"We've tried very much is to say, ‘You already do this thing. You can tie up this meditation practice into your morning ritual of having coffee when you wake up or commuting or whatever that activity happens to be.' We found really interesting success even from just giving people a morning alarm that's beautiful, that takes them into a meditation experience, to say, 'Maybe the first thing you need to do when you wake up is actually reflect and meditate, rather than start looking at your phone.' That's one thing behaviorally we found we were successful."

"When you talk about just that meditation piece, that reducing anxiety piece, you believe that actually prayer and faith-based meditation, in a sense, is much more effective than general meditation," McNicholas said, to which Ahlsten responded by noting that parts of the brain light up when people are praying.

Whether or not it's scientifically true that people are actually talking to God, he said, neurologically it actually does help.

"What we’ve seen from MRIs is it lights up a different parts of the brain which are related to relationships, which are related to releasing oxytocin and building up that kind of love feeling that people have, which is a very important part of relieving stress, especially in the long haul. It's not just a short term thing but it actually builds up your capacity, and your coping mechanisms, to be more successful in future stress events," said Ahlsten.

That also helps people sleep, he noted, as the way that you fall asleep also changes how your neurology works at night.

"When people wake up in the morning, they actually feel more trusting and confident than they did when they fell asleep because they felt like God's presence was with them at night and they were protected. Now, again, whether or not you have any scientific evidence for that part is totally, who knows? But what you see in the patient in the morning is an actual feeling of personal connection and trust that allows them to be rooted."

McNicholas mentioned a story about a patient she saw who was told by 12 doctors that she needed her foot amputated, but she would pray every single day that she could keep her foot. That has helped her make lifestyle changes that might allow that to happen.

"We've been helping her and working with her on critical lifestyle changes, eating better, wrapping her foot, and doing some natural things and she's doing it every single day because she really believes that God does help those who help themselves, and she prays about it. I mean, that's her accountability on a daily basis and she's doing this because she has such strong faith, and  that that is so important."

"People have different reasons to have faith in things. We all know there’s different motivators that drive people, and there’s a segment of the population for whom that's a really strong motivator. And if you can tap into that for that segment of the population, you can see much higher adherence to these things because they're like, ‘Well, this is what I'm supposed to do and I believe it's gonna work, therefore I do it.’ That just helps make them be much more successful in their experience," said Ahlsten.

Vij likened this to placebo effect, where if someone believes that whatever they're getting is real, even if it's a sugar pill that they think is pain medicine, their pain will actually decrease.

"There's no doubting the mind-body connection, for sure, and it's a continuum. We're talking about how the mind can influence the body and the body can influence the mind," he said, again bringing it back to food and what McNicholas has said about her father not knowing that the decisions he made when he would be affecting him when he was turning 80, arguing that is actually not true; that we know those behavior changes even at young ages can make a big difference.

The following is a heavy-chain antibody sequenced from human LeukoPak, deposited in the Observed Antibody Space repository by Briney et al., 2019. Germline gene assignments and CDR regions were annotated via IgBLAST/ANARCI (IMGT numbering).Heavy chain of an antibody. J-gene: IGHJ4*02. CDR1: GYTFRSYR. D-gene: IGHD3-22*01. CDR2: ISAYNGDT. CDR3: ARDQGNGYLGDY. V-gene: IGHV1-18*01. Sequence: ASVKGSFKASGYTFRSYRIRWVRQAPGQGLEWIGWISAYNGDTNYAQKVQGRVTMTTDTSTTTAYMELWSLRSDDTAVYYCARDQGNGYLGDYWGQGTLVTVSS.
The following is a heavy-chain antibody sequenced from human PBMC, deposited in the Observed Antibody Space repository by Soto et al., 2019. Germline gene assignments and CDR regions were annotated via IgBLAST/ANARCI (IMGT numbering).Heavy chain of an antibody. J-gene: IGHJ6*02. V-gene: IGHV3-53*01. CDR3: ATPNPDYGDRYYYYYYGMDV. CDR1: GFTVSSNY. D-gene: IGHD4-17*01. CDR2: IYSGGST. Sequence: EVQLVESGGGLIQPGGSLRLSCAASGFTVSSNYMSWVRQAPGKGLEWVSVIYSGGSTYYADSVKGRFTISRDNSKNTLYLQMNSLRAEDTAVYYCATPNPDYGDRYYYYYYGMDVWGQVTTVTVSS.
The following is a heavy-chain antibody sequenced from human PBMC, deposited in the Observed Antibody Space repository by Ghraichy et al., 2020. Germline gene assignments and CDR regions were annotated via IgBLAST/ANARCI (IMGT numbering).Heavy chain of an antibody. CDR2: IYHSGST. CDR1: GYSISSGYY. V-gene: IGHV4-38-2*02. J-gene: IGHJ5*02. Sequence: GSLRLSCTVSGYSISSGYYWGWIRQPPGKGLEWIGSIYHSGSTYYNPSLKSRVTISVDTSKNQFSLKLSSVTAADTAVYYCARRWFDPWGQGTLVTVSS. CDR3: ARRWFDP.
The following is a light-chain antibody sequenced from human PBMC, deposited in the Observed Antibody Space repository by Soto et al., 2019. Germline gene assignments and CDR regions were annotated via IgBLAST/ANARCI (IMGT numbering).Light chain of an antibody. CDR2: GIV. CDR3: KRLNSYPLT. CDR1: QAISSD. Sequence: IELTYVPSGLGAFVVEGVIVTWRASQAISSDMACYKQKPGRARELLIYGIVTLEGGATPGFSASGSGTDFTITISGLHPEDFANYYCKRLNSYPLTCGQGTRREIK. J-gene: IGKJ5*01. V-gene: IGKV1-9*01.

"When someone says, ‘Hey, my kid gets really hyper when they eat too much Halloween candy, I don't want to give them too much sugar because they're gonna start bouncing off the walls,’ is it the sugar? Or is it the yellow 5 dye that’s in those fake carrots and peas that they got in their candy? So, the symptoms might be different for a four year old compared to a 79 year old but some manifestations are already there," Vij said.

Right now there's an epidemic of attention deficit disorder in children, and there are many treatment centers that are based around changing the lifestyles of those children, giving them a diet of all plant foods and unprocessed foods.

"You eliminate the soda, the caffeine, the dyes, the high fructose corn syrup from their diet, you give them the Omega-3s and, lo and behold, their symptoms disappear. So, yes, I mean, there's something to be said for having faith. When someone goes to their doctor, and I have people that come and tell me, even before they go to the pharmacy, right at the end of the 15 minute conversation, ‘Hey, I already feel better, just talking to you.’ What's that? That's another form of somebody’s faith, trust, confidence, belief in whatever power that they believe that this other human being has or they're channeling something from nature."

Future of Mental and Behavioral Health is brought to you by Vator and UCSF Health Hub. Thanks to our sponsors: AdvsrScrubbedStratpoint. As well as BetterHelp, go to for 10% off BetterHelp. This podcast is also brought by Octave, your partner for mental health and emotional well-being. Learn more at Also thanks to NeuroFlow which is working with hundreds of healthcare organizations to provide best-in-class technology and services for the effective integration of behavioral health. Learn more at You may still register for our July 14 event, which is part of the Future of Mental and Behavioral Health series. 

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Kym McNicholas

Joined Vator on

Editor-at-Large, Vator

Dan Pardi, MS, PhD

Joined Vator on

Dr. Dan Pardi is the CEO of To create the application, he and his team have collaborated with over 100 top health science Professors across the globe to help improve their 'health performance'.